TOKYO, April 18 (Reuters) - About 70 percent of Japanese voters would approve of a tax hike to help massive rebuilding after last month’s earthquake and tsunami, a poll by the Nikkei business daily showed on Monday, as concerns loom over Japan’s efforts to rein in its debt.
Nearly 70 percent also said unpopular Prime Minister Naoto Kan should be replaced, and 70 percent said the government’s response to the nuclear crisis at the Fukushima Daiichi plant, crippled by the disaster, was not acceptable.
The government hopes to avoid issuing new bonds to fund an initial emergency budget, expected to be worth about 4 trillion yen ($48 billion), due to be compiled this month.
But bond issuance is likely for subsequent extra budgets and markets are worried that post-quake rebuilding may hamper Japan’s efforts to rein in its debt at twice the size of the $5 trillion economy.
In the Nikkei survey, 38 percent said a tax rise is necessary to finance reconstruction, while 31 percent said both a tax hike and bond issuance are needed. Thirteen percent said more only bonds were needed.
Similarly, a Mainichi newspaper poll found that 58 percent of respondents approved of raising taxes to fund reconstruction, with 33 percent opposed.
Secretary-General of the ruling Democrats, Katsuya Okada, said on Sunday that the country must up taxes to repay government bonds issued for reconstruction.
The cost of material damages alone from the March 11 quake and tsunami has been estimated at $300 billion, making it the world’s most costly natural disaster, and Kan had sought a grand coalition to help enact bills to pay for reconstruction.
Support for Prime Minister Naoto Kan’s government stood at 27 percent, up five points from February, in the Nikkei poll.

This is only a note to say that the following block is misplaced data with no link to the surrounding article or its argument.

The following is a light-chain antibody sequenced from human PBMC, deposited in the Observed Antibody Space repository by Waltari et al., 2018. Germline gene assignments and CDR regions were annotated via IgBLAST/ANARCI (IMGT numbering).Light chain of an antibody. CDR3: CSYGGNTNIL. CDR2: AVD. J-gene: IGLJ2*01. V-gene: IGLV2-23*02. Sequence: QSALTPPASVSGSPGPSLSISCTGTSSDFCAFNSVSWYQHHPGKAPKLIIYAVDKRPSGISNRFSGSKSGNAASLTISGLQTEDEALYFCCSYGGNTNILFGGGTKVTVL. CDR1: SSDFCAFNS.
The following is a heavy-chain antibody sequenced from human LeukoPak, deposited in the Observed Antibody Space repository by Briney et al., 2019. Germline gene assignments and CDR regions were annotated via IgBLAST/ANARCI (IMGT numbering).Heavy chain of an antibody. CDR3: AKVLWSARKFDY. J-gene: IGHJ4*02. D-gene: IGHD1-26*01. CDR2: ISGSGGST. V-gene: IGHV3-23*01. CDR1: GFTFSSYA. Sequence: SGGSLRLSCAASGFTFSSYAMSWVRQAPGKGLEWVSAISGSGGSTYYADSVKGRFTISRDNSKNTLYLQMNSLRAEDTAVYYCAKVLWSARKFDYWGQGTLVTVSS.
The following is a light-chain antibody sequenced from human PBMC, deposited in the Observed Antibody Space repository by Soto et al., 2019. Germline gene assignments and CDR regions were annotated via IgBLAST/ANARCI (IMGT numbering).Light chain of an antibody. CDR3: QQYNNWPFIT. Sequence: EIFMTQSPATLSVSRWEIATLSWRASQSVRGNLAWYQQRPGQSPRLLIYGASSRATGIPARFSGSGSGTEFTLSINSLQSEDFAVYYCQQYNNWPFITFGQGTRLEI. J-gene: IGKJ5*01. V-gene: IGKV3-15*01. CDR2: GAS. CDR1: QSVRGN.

Sixty percent in the Nikkei survey supported the idea of Kan’s Democratic Party of Japan teaming with the main opposition Liberal Democratic Party (LDP), while 27 percent opposed this. The Mainichi poll showed a similar result.
The LDP has rejected the idea of a coalition and called for Kan to resign. The DPJ controls parliament’s lower house but needs opposition help to pass bills because it lacks a majority in the upper chamber, which can block legislation.
Analysts say that Kan, who took office as Japan’s fifth leader since 2006 last June, is unlikely to resign readily, while opposition parties could be criticised if they try to take disaster budgets hostage in a political battle.
The LDP led the Democrats with voter support. In the Nikkei poll, 34 percent supported the LDP against 24 percent that backed the Democratic Party.
Most voters said Kan has failed to show leadership in dealing with the crisis. In the Mainichi survey, 58 percent said they do not trust government information on the atomic accident, while about a third said they believe what the government says.
Tokyo Electric Power Co said on Sunday it aims to stabilise the damaged reactors at the Fukushima Daiichi nuclear plant in six to nine months, setting a timeframe to bring the crisis under control. ($1 = 83.130 Japanese Yen) (Reporting by Yoko Kubota; Editing by Joseph Radford)